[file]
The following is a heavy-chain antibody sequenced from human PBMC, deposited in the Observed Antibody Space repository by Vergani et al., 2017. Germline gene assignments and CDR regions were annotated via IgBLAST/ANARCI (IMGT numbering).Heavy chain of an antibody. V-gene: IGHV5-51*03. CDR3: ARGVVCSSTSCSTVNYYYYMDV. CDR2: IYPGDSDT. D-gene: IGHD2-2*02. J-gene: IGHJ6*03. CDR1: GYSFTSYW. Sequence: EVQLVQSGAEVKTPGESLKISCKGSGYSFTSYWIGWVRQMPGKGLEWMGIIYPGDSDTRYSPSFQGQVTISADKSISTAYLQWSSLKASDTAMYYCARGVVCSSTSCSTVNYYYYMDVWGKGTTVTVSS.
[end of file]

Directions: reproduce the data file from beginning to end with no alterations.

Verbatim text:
The following is a heavy-chain antibody sequenced from human PBMC, deposited in the Observed Antibody Space repository by Vergani et al., 2017. Germline gene assignments and CDR regions were annotated via IgBLAST/ANARCI (IMGT numbering).Heavy chain of an antibody. V-gene: IGHV5-51*03. CDR3: ARGVVCSSTSCSTVNYYYYMDV. CDR2: IYPGDSDT. D-gene: IGHD2-2*02. J-gene: IGHJ6*03. CDR1: GYSFTSYW. Sequence: EVQLVQSGAEVKTPGESLKISCKGSGYSFTSYWIGWVRQMPGKGLEWMGIIYPGDSDTRYSPSFQGQVTISADKSISTAYLQWSSLKASDTAMYYCARGVVCSSTSCSTVNYYYYMDVWGKGTTVTVSS.